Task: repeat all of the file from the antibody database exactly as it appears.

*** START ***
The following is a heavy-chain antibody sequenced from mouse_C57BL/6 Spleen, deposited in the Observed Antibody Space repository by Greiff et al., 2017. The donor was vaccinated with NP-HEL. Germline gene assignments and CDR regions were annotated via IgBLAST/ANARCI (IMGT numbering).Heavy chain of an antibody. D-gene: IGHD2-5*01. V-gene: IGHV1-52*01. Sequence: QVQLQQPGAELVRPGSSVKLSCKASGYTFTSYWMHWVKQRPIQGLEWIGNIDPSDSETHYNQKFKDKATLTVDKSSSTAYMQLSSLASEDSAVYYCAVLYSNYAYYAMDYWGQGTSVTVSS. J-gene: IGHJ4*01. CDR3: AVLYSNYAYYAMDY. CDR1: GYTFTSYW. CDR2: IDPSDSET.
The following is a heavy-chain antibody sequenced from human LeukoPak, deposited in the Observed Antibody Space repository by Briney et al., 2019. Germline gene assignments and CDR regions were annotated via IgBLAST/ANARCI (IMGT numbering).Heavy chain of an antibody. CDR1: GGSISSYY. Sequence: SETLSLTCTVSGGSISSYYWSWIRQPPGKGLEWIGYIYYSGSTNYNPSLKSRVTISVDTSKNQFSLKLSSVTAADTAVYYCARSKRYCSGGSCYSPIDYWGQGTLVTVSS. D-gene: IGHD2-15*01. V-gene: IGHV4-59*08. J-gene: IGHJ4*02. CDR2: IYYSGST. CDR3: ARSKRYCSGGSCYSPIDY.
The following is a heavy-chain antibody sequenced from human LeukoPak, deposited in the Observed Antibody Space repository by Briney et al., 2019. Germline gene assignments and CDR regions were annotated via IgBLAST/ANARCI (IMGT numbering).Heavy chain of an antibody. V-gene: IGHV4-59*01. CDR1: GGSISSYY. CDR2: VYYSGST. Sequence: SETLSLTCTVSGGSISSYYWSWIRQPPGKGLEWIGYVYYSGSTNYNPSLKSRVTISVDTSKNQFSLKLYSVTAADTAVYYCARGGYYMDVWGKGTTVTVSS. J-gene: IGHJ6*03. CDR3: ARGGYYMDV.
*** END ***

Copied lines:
The following is a heavy-chain antibody sequenced from mouse_C57BL/6 Spleen, deposited in the Observed Antibody Space repository by Greiff et al., 2017. The donor was vaccinated with NP-HEL. Germline gene assignments and CDR regions were annotated via IgBLAST/ANARCI (IMGT numbering).Heavy chain of an antibody. D-gene: IGHD2-5*01. V-gene: IGHV1-52*01. Sequence: QVQLQQPGAELVRPGSSVKLSCKASGYTFTSYWMHWVKQRPIQGLEWIGNIDPSDSETHYNQKFKDKATLTVDKSSSTAYMQLSSLASEDSAVYYCAVLYSNYAYYAMDYWGQGTSVTVSS. J-gene: IGHJ4*01. CDR3: AVLYSNYAYYAMDY. CDR1: GYTFTSYW. CDR2: IDPSDSET.
The following is a heavy-chain antibody sequenced from human LeukoPak, deposited in the Observed Antibody Space repository by Briney et al., 2019. Germline gene assignments and CDR regions were annotated via IgBLAST/ANARCI (IMGT numbering).Heavy chain of an antibody. CDR1: GGSISSYY. Sequence: SETLSLTCTVSGGSISSYYWSWIRQPPGKGLEWIGYIYYSGSTNYNPSLKSRVTISVDTSKNQFSLKLSSVTAADTAVYYCARSKRYCSGGSCYSPIDYWGQGTLVTVSS. D-gene: IGHD2-15*01. V-gene: IGHV4-59*08. J-gene: IGHJ4*02. CDR2: IYYSGST. CDR3: ARSKRYCSGGSCYSPIDY.
The following is a heavy-chain antibody sequenced from human LeukoPak, deposited in the Observed Antibody Space repository by Briney et al., 2019. Germline gene assignments and CDR regions were annotated via IgBLAST/ANARCI (IMGT numbering).Heavy chain of an antibody. V-gene: IGHV4-59*01. CDR1: GGSISSYY. CDR2: VYYSGST. Sequence: SETLSLTCTVSGGSISSYYWSWIRQPPGKGLEWIGYVYYSGSTNYNPSLKSRVTISVDTSKNQFSLKLYSVTAADTAVYYCARGGYYMDVWGKGTTVTVSS. J-gene: IGHJ6*03. CDR3: ARGGYYMDV.